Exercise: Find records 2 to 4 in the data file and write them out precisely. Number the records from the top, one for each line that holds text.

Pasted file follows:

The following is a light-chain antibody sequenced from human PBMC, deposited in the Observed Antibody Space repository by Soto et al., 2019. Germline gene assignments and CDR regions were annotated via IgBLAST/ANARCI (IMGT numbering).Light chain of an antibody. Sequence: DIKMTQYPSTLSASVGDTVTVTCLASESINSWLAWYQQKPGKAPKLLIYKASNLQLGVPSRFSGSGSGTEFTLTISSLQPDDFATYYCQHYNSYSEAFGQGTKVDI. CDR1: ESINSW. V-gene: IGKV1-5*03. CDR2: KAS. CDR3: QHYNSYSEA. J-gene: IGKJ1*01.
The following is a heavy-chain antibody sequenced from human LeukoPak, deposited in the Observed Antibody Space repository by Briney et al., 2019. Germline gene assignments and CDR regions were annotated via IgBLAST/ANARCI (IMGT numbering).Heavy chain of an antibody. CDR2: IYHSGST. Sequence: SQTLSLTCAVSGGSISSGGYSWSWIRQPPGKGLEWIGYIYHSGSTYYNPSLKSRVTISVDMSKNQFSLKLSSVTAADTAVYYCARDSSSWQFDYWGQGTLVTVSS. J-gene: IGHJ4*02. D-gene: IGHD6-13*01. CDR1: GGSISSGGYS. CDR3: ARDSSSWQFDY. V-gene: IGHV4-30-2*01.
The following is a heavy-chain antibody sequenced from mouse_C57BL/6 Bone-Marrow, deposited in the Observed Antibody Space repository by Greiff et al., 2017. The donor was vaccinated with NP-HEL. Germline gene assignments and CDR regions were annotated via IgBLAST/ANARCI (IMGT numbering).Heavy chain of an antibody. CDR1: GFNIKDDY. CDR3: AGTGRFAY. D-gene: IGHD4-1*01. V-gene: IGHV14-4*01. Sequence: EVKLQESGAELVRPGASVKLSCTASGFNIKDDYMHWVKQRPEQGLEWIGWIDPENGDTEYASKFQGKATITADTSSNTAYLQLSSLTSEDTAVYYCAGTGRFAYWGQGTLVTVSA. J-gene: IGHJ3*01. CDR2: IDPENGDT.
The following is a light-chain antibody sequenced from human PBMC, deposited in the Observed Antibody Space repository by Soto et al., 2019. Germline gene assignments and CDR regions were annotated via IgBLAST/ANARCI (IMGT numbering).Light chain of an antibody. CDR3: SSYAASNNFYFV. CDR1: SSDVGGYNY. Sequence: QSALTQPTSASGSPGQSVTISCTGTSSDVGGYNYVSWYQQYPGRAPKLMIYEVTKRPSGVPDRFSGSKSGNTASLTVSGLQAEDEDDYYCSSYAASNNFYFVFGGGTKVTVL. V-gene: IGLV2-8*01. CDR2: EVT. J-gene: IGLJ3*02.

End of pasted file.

The following is a heavy-chain antibody sequenced from human LeukoPak, deposited in the Observed Antibody Space repository by Briney et al., 2019. Germline gene assignments and CDR regions were annotated via IgBLAST/ANARCI (IMGT numbering).Heavy chain of an antibody. CDR2: IYHSGST. Sequence: SQTLSLTCAVSGGSISSGGYSWSWIRQPPGKGLEWIGYIYHSGSTYYNPSLKSRVTISVDMSKNQFSLKLSSVTAADTAVYYCARDSSSWQFDYWGQGTLVTVSS. J-gene: IGHJ4*02. D-gene: IGHD6-13*01. CDR1: GGSISSGGYS. CDR3: ARDSSSWQFDY. V-gene: IGHV4-30-2*01.
The following is a heavy-chain antibody sequenced from mouse_C57BL/6 Bone-Marrow, deposited in the Observed Antibody Space repository by Greiff et al., 2017. The donor was vaccinated with NP-HEL. Germline gene assignments and CDR regions were annotated via IgBLAST/ANARCI (IMGT numbering).Heavy chain of an antibody. CDR1: GFNIKDDY. CDR3: AGTGRFAY. D-gene: IGHD4-1*01. V-gene: IGHV14-4*01. Sequence: EVKLQESGAELVRPGASVKLSCTASGFNIKDDYMHWVKQRPEQGLEWIGWIDPENGDTEYASKFQGKATITADTSSNTAYLQLSSLTSEDTAVYYCAGTGRFAYWGQGTLVTVSA. J-gene: IGHJ3*01. CDR2: IDPENGDT.
The following is a light-chain antibody sequenced from human PBMC, deposited in the Observed Antibody Space repository by Soto et al., 2019. Germline gene assignments and CDR regions were annotated via IgBLAST/ANARCI (IMGT numbering).Light chain of an antibody. CDR3: SSYAASNNFYFV. CDR1: SSDVGGYNY. Sequence: QSALTQPTSASGSPGQSVTISCTGTSSDVGGYNYVSWYQQYPGRAPKLMIYEVTKRPSGVPDRFSGSKSGNTASLTVSGLQAEDEDDYYCSSYAASNNFYFVFGGGTKVTVL. V-gene: IGLV2-8*01. CDR2: EVT. J-gene: IGLJ3*02.